2020 was a year like no other with the COVID-19 pandemic sweeping across the globe. Many people steered away from crowds at the stores and turned to their computers instead. Last year, most people shopped online and in stores, but a full 22% surveyed by Lending Tree said they would do holiday shopping solely online (only 11% said the same about heading only to brick-and mortar stores).
Now it’s holiday season 2021 and COVID-19 hasn’t gone anywhere. As much of the world shut down last year, the supply chain bottlenecked and the effects are lingering.
Shoppers might be surprised at the lack of selection when they go to buy.
There are cargo vessels with nowhere to dock, truck drivers are scarce and everything from toys to appliances are proving hard to find, according to a report from The Washington Post.
Companies like Bed Bath and Beyond, Nike and Kohls are all expected to have less inventory this holiday season.
In Nike’s most recent conference call with investors, Matt Friend, Nike’s chief financial officer, spoke about product now taking double the amount of time to move from Asia to North America. Add to that the problem that 80% of the company’s factories in Vietnam are currently closed. Friend told investors the company has lost 10 weeks of production. He said a few factories plan to reopen soon but that holiday production has been delayed.
“We’re optimistic that available inventory supply will be improved as we head into fiscal year 2023,” Friend said.
You read that right, Nike is hopeful it will have more shoes on the shelves more than a year from now.
So start holiday shopping as soon as your budget allows and consider a few factors:
Shopping in October means you could be cutting it close when it comes to whether a gift recipient may be able to return something. Stores like Costco and Nordstrom are famous for their generous return policies, and Target allows most returns 90 days after purchase. But places like Best Buy and Apple only allow about two weeks for their standard return windows. Before you buy, make sure your purchase will be returnable after Dec. 25.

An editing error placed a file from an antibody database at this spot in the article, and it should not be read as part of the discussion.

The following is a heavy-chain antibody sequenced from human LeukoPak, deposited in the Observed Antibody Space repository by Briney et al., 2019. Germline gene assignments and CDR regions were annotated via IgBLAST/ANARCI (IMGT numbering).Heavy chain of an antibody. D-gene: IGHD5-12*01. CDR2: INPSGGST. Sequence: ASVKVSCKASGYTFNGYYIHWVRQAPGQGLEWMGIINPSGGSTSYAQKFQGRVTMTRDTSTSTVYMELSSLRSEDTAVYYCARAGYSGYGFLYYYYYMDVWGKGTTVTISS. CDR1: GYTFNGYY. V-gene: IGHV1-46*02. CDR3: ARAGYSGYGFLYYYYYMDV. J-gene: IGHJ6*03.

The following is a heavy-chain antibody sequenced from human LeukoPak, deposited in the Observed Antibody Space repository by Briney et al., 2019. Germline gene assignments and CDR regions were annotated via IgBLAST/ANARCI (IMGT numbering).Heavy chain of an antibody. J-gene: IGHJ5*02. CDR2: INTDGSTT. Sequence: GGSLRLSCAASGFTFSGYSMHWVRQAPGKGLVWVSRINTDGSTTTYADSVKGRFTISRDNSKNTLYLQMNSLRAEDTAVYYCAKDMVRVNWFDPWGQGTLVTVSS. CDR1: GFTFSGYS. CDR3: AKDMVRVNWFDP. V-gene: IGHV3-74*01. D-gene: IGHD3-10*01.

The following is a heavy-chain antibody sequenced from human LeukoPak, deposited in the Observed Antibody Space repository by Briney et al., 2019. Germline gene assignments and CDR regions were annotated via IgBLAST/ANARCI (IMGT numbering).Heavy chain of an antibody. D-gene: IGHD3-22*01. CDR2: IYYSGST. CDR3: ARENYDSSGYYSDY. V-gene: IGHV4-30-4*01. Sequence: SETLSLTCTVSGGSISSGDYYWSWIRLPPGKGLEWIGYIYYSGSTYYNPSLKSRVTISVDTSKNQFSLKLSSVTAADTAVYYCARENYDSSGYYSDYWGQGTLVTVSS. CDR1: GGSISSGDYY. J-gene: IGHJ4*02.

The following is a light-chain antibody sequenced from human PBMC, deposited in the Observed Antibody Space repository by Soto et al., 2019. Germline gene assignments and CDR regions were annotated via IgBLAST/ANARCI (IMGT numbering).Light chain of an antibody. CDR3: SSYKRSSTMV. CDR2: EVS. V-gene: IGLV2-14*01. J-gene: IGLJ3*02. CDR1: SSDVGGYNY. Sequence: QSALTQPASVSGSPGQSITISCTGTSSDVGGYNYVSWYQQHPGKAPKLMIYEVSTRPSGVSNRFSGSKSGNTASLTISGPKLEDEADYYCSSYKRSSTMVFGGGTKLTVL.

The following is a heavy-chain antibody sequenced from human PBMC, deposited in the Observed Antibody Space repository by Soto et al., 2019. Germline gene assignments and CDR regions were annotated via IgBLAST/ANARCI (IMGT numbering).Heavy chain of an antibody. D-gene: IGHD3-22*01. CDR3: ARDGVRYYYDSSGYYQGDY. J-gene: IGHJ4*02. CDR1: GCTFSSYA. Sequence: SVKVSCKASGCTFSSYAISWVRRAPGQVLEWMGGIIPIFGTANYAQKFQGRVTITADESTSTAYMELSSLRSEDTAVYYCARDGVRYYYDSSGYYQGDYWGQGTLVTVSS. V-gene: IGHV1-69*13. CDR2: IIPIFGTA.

Early Black Friday
Amazon has already launched “Black Friday-worthy” sales saying customers can confidently shop early “knowing they are receiving incredible deals.” Target will run its “Deal Days” from Oct. 10 through Oct. 12 discounting thousands of items. The company will also price match through Dec. 24. Even if you purchase something at Target in November and another company has a lower price in December, Target will match that price.
With the inventory shortage expected this holiday season, some industry analysts are warning customers that they may have to pay full price for that “must have” toy. “With supply being a problem, we’re not expecting to see much of a discount on these products,” Julie Ramhold with DealNews.com told CNBC.
If you’re worried about a gift arriving on time, ignore online shopping and walk to your local store instead to pick out that perfect present. Small businesses were hit hard during the pandemic and with the current labor shortages, this is the perfect time to shop local. You can also check with your local government to see if yours is one of several places offering “shop local” incentives. Cities like Holladay, Utah, and Kenai, Alaska, are using pandemic stimulus money to give vouchers to residents for use at local businesses.
Reward the deliverers
There’s also a shortage of delivery drivers right now. FedEx said it is having “declining operating results” due to inadequate staffing. One Amazon driver told Business Insider he was told to hand out business cards to “drivers, landscapers, anyone we see on the road.” He said if Amazon hires the person as a result, he gets a $300 bonus. So think about showing a little gratitude for the drivers you do have dropping packages at your door. Join the trend of leaving a thank you sign, snacks or water bottles for them. YouTube is full of heart-warming videos of delivery drivers showing pure delight over such a small gesture.
Keep these tips in mind and get shopping. For added incentive, note that the Lending Tree survey found that by this time last year, 25% of consumers had completely finished their holiday gift buying.